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Hun Sen Firm on Election Reform Negotiations

  • Kong Sothanarith
  • VOA Khmer

Cambodian Prime Minister Hun Sen, left, shakes hands with opposition party leader Sam Rainsy, right, after a meeting, as Sar Kheng, center, deputy prime minister, looks on at the National Assembly in Phnom Penh, Cambodia, Monday, Sept. 16, 2013. Hun Sen and Sam Rainsy met for the second time on Monday in a bid to resolve a political stalemate, a day after violent clashes on the streets of Phnom Penh. (AP Photo/Heng Sinith)

Cambodian Prime Minister Hun Sen, left, shakes hands with opposition party leader Sam Rainsy, right, after a meeting, as Sar Kheng, center, deputy prime minister, looks on at the National Assembly in Phnom Penh, Cambodia, Monday, Sept. 16, 2013. Hun Sen and Sam Rainsy met for the second time on Monday in a bid to resolve a political stalemate, a day after violent clashes on the streets of Phnom Penh. (AP Photo/Heng Sinith)

Prime Minister Hun Sen on Tuesday said his party will stand firm on its position that a simple majority vote in parliament be used to select members of the National Election Committee.

His Cambodian People’s Party is in negotiations for electoral reform with the opposition, which wants a two-thirds majority vote on the nation’s election body. The opposition has boycotted the government for more than 11 months, since 2013 elections it says were marred by fraud.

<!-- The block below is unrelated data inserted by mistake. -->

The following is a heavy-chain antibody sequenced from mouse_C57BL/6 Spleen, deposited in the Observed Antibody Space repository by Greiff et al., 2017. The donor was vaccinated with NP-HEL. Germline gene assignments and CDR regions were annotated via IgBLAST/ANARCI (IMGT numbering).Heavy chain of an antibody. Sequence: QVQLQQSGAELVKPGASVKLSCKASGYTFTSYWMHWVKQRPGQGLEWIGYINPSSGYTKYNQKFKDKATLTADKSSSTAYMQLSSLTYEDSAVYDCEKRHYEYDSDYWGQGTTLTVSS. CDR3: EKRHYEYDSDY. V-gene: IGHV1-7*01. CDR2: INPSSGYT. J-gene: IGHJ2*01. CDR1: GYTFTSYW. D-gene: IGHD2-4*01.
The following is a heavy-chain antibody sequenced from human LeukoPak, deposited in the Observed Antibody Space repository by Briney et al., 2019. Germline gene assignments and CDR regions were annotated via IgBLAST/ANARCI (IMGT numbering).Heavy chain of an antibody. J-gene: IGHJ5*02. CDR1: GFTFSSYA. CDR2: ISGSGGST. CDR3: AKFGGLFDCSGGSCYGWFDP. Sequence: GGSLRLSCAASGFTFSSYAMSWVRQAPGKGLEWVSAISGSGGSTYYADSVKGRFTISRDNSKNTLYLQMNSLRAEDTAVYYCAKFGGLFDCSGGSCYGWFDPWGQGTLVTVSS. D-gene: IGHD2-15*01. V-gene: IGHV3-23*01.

Speaking on the occasion of National Fish Day, in Kampong Chhnang province, Hun Sen said there would be “absolutely no two-thirds” vote.

“You said if there is no agreement on this point, you will not join the National Assembly,” he said, apparently addressing the opposition Cambodia National Rescue Party. “So be it.”

But opposition figures say they insist on the majority vote for selection of the NEC, which oversees elections, manages voter registration and arbitrates disputes. Opposition officials say it is currently stacked with ruling party supporters.

“The NEC is the central problem,” said Yem Ponhearith, a spokesman for the Rescue Party. “It was set up by the ruling party. We are clear, in that we maintain our claim for a vote of two-thirds among members of parliament.”

Lao Mong Hay, a political analyst, told VOA Khmer Tuesday that if neither side budges on the issue, the ongoing political deadlock cannot be addressed.

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